Overall, I see lots of benefits to removing my badly-designed object hierarchy and making the whole thing more modular.
So this is the first public development log for Deadrock. I’ve been posting screenshots for some time to the forum, but I’ve decided to move most of my output to the blog.
Deadrock started as a 2D rendered isometric view much like the old X-Com games. I was calculating all the depth myself and drawing everything by hand. It was all rather tedious and confusing, so for this reason amongst others, I switched to 3D.
It was fairly easy to do in the end, and I managed to reproduce my old 2D view pretty quickly. One upshot of this is that I can draw anything I like in 3D now, so I decided to make all the furniture in the game 3D. The furniture is created in Blender, and then exported to Wavefront .OBJ, loaded in to the game and drawn as a display list (or in OpenGL immediate mode).
This is 60 chairs each of 6 quads rendered at different angles and at a far greater scale than they ought to be, on top of what the world currently looks like. Most of the draw time is drawing the world, as it’s not properly culled to the camera frustum. It currently takes 2 milliseconds to draw these chairs on my machine. Should be OK to use as it is then.
In a rather exciting bit of news for aspiring and hobbyist developers, Microsoft has announced that it will be rolling out its “YouTube for games” service, which it has named “XBox LIVE Community Games”. You can go and download some of the games that have been in development for XNA right now to your 360.
This is great news especially for students, as Microsoft simultaneously announced that it will provide students attending participating Universities with free versions of Visual Studio 2008, XNA Game Studio, and Creator’s Club membership. They, and I, hope that this will foster a new wave of hobbyist game developers and allow innovative and interesting new games to hit the mainstream. Developers can even make money from their creations on this service, although the methods for doing so are still being ironed out.
All sounds pretty good, right? Well, there are two sides to every coin. Several people have independently told me that during GDC Microsoft also made official their rumoured plan of dropping the royalty rate for self-funded independents on XBox Live Arcade to half what it was before – since it was between 60% and 70% before, this means it’s closer to 30% now. I’ve heard that people on the XBLA team think this is a bad idea, and to me it just points to XBLA becoming more of a digital download route for publisher shovelware.
You can read my feelings on XBLA’s output here. It’s nice to see that, at least in part, my complaints in that post have been addressed by the introduction of this new service, but what of professional indies now? How will Ninjabee or PomPom survive with their royalty rate cut in half? Should they move their output to XBL Community Games? If they do, they lose the ability to take advantage of Achievements, Leaderboards and other features of XBox Live Arcade that make the service so popular. Should they stay on XBLA? Maybe they can’t afford to now, what with self-funding the entire project in the first place.
It feels like Microsoft is pandering to the publishers while trying to get as much new content as they can for free (this is unfair; developing XNA must have taken a lot of effort, but on the other hand anyone who isn’t a sudent has to pay $100 a year to use the service). There is no room in this new system for professional indies.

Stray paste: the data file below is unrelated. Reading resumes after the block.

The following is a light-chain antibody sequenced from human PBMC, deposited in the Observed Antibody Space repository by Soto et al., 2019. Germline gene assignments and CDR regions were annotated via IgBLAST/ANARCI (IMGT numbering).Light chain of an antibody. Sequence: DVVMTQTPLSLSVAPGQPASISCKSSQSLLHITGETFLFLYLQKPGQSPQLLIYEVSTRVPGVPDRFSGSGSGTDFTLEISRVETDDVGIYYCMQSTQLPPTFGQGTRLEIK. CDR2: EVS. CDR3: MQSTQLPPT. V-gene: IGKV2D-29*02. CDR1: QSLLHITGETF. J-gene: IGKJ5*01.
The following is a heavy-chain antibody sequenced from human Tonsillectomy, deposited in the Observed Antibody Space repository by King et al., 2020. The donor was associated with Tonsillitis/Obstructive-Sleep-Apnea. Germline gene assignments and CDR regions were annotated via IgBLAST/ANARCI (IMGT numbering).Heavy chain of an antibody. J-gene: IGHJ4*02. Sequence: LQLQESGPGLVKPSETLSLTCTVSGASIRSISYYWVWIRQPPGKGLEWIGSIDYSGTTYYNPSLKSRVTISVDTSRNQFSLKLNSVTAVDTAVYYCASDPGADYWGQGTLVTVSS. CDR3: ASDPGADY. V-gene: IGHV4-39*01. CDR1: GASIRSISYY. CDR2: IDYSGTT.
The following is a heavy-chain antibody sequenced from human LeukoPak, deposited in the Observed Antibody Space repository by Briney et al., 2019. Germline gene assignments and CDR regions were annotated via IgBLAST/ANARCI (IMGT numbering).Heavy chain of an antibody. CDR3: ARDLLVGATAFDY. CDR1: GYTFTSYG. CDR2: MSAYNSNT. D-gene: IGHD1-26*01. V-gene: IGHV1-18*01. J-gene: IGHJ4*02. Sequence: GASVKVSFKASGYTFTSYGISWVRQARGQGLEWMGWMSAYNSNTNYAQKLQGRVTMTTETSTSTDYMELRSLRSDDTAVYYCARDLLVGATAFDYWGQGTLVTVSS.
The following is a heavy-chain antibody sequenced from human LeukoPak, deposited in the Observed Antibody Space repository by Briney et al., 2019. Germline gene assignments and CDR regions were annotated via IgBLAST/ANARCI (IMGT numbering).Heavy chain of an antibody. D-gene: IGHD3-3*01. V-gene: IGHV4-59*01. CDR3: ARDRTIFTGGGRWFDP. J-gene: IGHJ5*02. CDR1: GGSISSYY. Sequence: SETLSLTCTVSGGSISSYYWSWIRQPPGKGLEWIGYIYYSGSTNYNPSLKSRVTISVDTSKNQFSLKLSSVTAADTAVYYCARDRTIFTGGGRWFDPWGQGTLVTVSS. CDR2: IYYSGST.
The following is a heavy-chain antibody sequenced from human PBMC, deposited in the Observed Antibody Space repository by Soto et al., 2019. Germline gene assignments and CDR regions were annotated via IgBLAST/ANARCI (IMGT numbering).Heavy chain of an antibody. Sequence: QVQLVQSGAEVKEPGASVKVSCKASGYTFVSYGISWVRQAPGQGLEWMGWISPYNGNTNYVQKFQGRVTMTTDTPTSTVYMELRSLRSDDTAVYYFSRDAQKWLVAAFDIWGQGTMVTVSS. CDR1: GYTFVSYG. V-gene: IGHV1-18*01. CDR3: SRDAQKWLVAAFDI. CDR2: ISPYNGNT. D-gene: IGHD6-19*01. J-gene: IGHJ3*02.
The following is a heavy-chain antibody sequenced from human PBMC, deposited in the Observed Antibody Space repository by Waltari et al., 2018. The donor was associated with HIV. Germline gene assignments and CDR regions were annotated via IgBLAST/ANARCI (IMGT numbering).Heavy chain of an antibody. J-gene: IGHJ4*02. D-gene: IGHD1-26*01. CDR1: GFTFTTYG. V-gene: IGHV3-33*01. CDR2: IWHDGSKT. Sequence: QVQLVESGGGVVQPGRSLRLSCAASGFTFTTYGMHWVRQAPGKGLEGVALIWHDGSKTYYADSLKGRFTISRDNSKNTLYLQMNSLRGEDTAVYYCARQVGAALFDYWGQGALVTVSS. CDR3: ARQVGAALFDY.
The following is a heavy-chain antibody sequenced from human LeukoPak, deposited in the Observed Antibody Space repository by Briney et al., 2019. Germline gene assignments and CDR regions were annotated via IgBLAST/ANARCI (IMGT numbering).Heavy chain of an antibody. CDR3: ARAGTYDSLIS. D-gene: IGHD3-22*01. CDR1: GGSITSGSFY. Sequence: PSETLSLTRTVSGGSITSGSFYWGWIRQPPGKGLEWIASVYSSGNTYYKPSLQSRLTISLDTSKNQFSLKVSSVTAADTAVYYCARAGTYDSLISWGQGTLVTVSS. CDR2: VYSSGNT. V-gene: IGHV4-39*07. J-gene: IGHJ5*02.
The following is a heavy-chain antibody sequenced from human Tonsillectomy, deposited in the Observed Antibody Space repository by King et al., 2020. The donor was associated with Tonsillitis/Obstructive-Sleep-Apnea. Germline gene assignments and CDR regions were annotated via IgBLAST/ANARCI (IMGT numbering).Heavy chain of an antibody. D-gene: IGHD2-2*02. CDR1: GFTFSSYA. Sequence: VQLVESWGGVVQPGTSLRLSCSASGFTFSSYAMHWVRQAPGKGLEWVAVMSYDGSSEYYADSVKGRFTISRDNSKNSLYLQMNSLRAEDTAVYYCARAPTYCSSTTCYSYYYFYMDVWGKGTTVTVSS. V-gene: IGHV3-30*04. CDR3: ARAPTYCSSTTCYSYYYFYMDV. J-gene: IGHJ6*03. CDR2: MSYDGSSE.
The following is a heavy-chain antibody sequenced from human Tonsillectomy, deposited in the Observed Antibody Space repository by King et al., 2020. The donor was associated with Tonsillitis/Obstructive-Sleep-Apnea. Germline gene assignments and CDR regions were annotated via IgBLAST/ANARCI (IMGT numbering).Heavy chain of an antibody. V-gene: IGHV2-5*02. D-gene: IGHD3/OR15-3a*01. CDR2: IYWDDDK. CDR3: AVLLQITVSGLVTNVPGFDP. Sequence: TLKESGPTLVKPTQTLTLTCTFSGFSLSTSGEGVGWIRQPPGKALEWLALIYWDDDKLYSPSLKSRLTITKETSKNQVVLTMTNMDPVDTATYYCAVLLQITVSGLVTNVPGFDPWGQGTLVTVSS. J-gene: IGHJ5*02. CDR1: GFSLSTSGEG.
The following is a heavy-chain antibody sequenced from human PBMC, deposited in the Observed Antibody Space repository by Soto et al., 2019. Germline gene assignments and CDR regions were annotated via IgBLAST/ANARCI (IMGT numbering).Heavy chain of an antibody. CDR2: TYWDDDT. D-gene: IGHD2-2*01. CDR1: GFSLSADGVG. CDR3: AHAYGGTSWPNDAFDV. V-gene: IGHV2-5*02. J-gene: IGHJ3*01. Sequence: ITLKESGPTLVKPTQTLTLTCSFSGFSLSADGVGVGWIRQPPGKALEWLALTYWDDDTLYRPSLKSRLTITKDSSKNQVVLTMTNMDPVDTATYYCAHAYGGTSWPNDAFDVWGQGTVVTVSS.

Kieron Gillen has come out in praise of Andrew Doull’s article about the distinction between what he calls “indies” and what he calls “amateurs”. The article itself is rather long, but if you read the emboldened sentences it will give you an idea of quite how misguided Andrew apparently is. Here’s what Kieron had to say:
Probably my favourite piece about games this week was Andrew Doull’s Amateur column about the difference between Indie and Amateur. Judging by the comments thread, not many people seem to Get It. You need to accept Andrew’s terminology and then just roll with it. If you do, it manages to nail a fundamental difference in the approach of developers to the work and throw a lot of great one liners too. I especially liked “Indies release when they’re ready for a private beta; Amateurs release when the game compiles”, “Every odd numbered Introversion title (Hacker, Defcon) is indie; every even numbered one (Darwinia, Subversion) amateur” and Peter Molyneux being analysed as the patron saint of amateurs.
I don’t think the people (myself included) in the comments of the gamesetwatch article don’t get it; it’s a pretty basic point to make in the first place and from a developer’s perspective comes pretty much as common sense. As a professional games developer the distinction between releasing a game when it’s ready and releasing the game because even though it’s crap your mates are sure to like it isn’t even one that needs to be made.
I’d have no problem with an article that discusses professional vs. unprofessional software development practices, just as I’d have no problem with someone examining intent; the problem with the article is that it bundles developer’s intent along with their level of professionalism and wraps them all up in two words. Not only do these two words already have meanings, but generalising developers into two groups like this is both inaccurate and pointless.
Professional and unprofessional. Intent to make money and no such intention. These are two axes, not one.